New film about South Carolina Church shooting

Posted on: 06/17/19 7:39 AM | by Jonathan McKee

Many of you might have heard the buzz about the new film, Emanuel, about the 2015 shooting at Emanuel African Methodist Episcopal Church in Charleston, SC (a film produced by Steph Curry).

Our THE SOURCE writer Rob Chagdes had an opportunity to preview the film and gives us his two cents:

Emanuel Movie Review
Rob Chagdes 

Nine African Americans were murdered by a white male Dylan Roof. The new documentary Emanuel tells the story. The 75 minute film weaves themes of racism, faith, and forgiveness through interviews with survivors and others who were impacted by the tragedy.

I enjoyed the film, although admittedly… it starts slow explaining the deep and racially charged history of Charleston and the significance of Emanuel African Methodist Episcopal Church. As someone who was only marginally aware of this shooting, which of course underscores my own ignorance as well as the frequency of these events in recent history, I found myself not fully understanding the purpose of the information I was receiving, which made it difficult to follow.

Once the events of the shooting unfolded, my engagement ramped up. I began to understand how the victims invited the shooter into their Bible study where he interacted with them prior to revealing his true purpose for being there. The interviews with survivors and family members told the personal side of the story and how this day changed their lives forever.

The film spends time showing the apprehension of the shooter, as well as his confession and a perfectly executed dive into the motivation for his acts. The film does well to keep him from becoming the focus of the film while appropriately telling the story and answering the questions the viewer is carrying at that point in the movie.

Things move from engaging to compelling after the first 45 minutes. The survivors and family members gather in a local courthouse just 48 hours after the shootings, where the judge unexpectedly asks each family to speak directly to the accused killer. In a stunning turn of events, they offer words of forgiveness and urge him to repent and turn to Christ. At one point a survivor shares how they enjoyed having him in the Bible study, and asks for God to have mercy on him. You can see the expressions on the faces of both the judge and the law enforcement officers in that scene who are clearly taken by this incredible moment. The killer himself looks up occasionally, appearing unsure how to respond to the grace being offered.

The movie progresses into some pretty blatant political propaganda as President Obama powerfully gives the Eulogy at the memorial service. The interviews concerning the President’s passionate speech and subsequent mention that two of the survivors would later speak at the 2016 Democratic National Convention serve as unnecessary triggers in a deeply divided political climate.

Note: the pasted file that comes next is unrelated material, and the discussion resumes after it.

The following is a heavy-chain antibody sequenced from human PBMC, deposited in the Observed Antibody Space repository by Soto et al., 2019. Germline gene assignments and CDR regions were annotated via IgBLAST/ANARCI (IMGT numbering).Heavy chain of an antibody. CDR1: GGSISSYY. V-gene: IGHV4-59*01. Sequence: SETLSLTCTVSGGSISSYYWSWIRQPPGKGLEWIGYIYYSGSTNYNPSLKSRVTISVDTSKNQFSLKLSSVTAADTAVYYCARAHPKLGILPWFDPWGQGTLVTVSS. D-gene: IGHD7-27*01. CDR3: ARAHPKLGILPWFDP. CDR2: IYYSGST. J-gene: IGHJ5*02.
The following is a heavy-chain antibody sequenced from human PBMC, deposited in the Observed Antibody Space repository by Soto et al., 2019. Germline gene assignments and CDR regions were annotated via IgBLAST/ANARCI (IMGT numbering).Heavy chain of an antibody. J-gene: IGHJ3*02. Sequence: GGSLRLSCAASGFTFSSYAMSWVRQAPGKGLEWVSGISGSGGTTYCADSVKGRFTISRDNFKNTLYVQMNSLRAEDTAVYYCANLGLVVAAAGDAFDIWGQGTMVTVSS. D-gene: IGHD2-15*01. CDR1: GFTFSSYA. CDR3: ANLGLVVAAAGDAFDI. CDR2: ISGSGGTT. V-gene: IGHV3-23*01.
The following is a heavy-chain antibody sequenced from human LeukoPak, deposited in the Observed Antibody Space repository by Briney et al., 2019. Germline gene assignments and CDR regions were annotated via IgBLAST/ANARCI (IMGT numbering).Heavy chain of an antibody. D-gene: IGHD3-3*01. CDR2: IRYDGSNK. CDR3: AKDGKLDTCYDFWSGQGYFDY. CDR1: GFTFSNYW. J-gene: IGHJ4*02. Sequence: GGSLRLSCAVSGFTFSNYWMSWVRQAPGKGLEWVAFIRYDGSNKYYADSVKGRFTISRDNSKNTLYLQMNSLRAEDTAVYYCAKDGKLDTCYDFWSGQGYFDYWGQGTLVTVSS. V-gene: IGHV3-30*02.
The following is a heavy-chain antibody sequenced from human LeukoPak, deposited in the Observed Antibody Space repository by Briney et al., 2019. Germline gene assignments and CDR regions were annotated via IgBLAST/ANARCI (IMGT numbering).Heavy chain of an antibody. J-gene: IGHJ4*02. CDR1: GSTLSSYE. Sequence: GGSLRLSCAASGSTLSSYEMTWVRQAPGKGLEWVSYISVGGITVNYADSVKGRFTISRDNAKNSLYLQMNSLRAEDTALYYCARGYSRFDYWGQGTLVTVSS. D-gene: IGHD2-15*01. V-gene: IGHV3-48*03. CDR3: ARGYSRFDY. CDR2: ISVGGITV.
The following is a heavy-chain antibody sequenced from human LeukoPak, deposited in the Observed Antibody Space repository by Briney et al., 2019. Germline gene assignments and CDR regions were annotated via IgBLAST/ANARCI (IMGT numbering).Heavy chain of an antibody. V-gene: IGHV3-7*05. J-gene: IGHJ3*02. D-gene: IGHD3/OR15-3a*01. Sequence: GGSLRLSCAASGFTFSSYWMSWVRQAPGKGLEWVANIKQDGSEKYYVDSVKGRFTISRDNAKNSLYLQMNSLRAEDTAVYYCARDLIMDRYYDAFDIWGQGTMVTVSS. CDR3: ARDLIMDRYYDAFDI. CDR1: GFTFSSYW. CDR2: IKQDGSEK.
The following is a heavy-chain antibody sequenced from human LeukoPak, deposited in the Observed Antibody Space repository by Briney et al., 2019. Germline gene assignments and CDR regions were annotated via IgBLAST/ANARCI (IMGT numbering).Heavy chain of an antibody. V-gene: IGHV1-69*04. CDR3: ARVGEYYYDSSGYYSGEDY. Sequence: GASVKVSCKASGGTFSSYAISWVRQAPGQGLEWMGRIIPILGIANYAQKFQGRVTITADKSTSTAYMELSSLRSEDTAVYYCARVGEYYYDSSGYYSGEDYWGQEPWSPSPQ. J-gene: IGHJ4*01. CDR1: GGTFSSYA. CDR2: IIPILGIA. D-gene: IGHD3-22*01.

Despite the minor missteps, the message of the power of forgiveness is clear and pronounced as the movie moves on from the compelling words of the survivors. Pastor and author A.R. Bernard speaks on the surprise of their words saying;

Some people see the families forgiveness as submission to centuries of oppression, acts of hatred against black people. But if we look closely, that act of forgiveness demonstrated great courage.

He speaks on the impact of their courage with pointed words on the power of the forgiveness offered;

The beauty of forgiveness is whether Dylan Roof accepts the responsibility demonstrated remorse, doesn’t matter, those that he offended can forgive him and walk away free while he continues to carry the burden of his actions.

It’s a powerful statement and a remarkable insight at the impact of the responses of the survivors and their families. Where forgiveness was not offered, there was still a willingness to speak with the shooter to understand and give him opportunity to answer questions. The victims are not destined to live only as victims as they embrace the freedom that Jesus offers when we forgive. The weight of these responses will leave a mark on the viewers as they grapple with how this response is even possible.

There are a lot of good resources for those who want to dive into racism and forgiveness, and this movie will at least promote discussion of the latter. However, as a long time Youth Pastor in mostly white suburban communities, this is not a movie I would have brought students to. Not only might the documentary format struggle to engage them, but I would not be able to make a case that they would find relatable. As a parent of an 18, 15, and 12 year old, I would encourage my oldest to view this movie so we could dialogue about forgiveness and racism in an open and healthy way. It’s well done and powerful, but unlikely to pique the interest of a majority of students.

I’m grateful this film was made, and thank God for the way His people responded in what can only be described as an awesome way. Its closing words are toward the shooter, spoken with a blood stained Bible saying,You tried to kill the Word, but the Word is still on the pages.God worked in significant ways through this tragedy, and it’s a story worth being told.

Emanuel appears in select theaters only on June 15 and 17.

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